Reconstructing Scotland’s pine forests
Adams, Thomas P.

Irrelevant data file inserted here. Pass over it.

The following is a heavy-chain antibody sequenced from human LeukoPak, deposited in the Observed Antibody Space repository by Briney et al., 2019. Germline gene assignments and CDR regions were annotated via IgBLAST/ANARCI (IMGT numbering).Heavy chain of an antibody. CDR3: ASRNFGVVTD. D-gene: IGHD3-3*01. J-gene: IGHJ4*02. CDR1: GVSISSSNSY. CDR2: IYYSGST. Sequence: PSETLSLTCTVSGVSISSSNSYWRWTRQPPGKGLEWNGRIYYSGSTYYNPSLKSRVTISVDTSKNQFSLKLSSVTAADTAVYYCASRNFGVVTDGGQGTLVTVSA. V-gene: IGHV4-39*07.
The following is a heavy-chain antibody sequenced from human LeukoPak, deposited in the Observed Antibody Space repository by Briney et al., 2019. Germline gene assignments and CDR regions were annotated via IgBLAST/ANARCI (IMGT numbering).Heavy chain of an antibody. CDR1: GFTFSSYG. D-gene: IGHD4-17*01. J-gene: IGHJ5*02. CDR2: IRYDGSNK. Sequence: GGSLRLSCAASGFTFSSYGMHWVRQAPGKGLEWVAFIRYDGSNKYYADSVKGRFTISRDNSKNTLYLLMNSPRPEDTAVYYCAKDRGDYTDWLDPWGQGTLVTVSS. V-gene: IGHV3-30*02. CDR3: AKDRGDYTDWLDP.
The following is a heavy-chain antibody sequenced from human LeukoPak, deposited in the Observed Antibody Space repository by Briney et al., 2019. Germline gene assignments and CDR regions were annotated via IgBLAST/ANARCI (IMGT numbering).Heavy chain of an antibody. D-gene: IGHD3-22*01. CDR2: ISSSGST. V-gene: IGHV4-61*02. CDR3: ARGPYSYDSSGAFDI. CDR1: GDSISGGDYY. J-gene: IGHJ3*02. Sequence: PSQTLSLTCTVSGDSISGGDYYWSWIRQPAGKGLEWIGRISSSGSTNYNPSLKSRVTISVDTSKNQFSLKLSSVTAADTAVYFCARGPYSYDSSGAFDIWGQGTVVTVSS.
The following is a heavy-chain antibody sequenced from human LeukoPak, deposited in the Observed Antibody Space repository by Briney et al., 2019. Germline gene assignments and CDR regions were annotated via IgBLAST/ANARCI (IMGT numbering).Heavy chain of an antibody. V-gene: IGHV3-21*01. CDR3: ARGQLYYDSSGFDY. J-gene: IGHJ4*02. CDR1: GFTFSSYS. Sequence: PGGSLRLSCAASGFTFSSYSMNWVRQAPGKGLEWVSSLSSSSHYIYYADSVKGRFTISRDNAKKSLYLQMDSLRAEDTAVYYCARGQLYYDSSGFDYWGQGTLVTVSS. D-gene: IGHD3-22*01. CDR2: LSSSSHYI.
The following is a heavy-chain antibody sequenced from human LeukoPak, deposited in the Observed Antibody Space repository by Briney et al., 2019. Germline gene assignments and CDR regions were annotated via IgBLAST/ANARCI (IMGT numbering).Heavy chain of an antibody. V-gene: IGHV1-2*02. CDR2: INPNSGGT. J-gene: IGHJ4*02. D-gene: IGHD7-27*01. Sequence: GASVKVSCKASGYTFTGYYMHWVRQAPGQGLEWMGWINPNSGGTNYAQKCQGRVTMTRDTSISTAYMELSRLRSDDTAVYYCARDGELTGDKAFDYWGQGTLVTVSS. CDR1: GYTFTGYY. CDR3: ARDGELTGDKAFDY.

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The Caledonian pinewoods are a habitat of crucial environmental and cultural importance, and the sole home of many rare species. However, they have seen steady decline in recent centuries, through the establishment of hunting estates and forestry plantations. A recent trend in management is the attempted transformation of existing plantations (dense communities with a regular spatial structure and low variance in size and age) towards a state mimicking the perceived natural condition, which has a lower density, irregular spatial pattern, high variance in size and age. This presents a problem for traditional forestry practices, which were conceived primarily with “even-aged” plantation populations in mind. The shift towards management of an uneven-aged structure requires a more in-depth consideration of individual trees’ lifecycles and their effect upon long-term population dynamics. In recent years, great advances in computational and mathematical models for spatially interacting populations have been made. However, certain complications have prevented them from being utilised to their full potential for the purposes of forest management. Forest communities are not only spatially structured; the size of each tree plays a role in its ability to acquire resources for growth and survival. Existing models of population dynamics are discussed, and their extension to incorporate both size- and spatially- structured interactions is presented. The key aspects of populations’ structural development are studied. Data from both plantation and semi-natural Scots Pine stands in Scotland allow parameterisation of a stochastic individual-based model, which in turn provides insights into the behaviour of real populations, and the importance of spatial effects and heterogeneity in individuals. A partial differential equation (moment) approximation to the stochastic model is presented. While this is analytically intractable, numerical integration and heuristic analysis of the equations enable clearer identification of the drivers of population structure. Many results are concordant with existing models of both qualitative forest stand development and theoretical dynamics of spatially-structured populations, while others are specific to joint size-space structure. This deeper understanding of the population dynamics allows robust recommendations for diverse uneven-aged stand management objectives to be made. Approaches to accelerating the transformation of plantation stands towards a “natural” state (using two key operations: thinning – removal of trees, and planting) are investigated. Finally, approaches to so-called “continuous cover forestry” – the practice of maintaining a quasi-natural state while also obtaining economic value from a forest – are also considered. In both cases, the model’s simplicity enables clearer conclusions than would be possible using other approaches.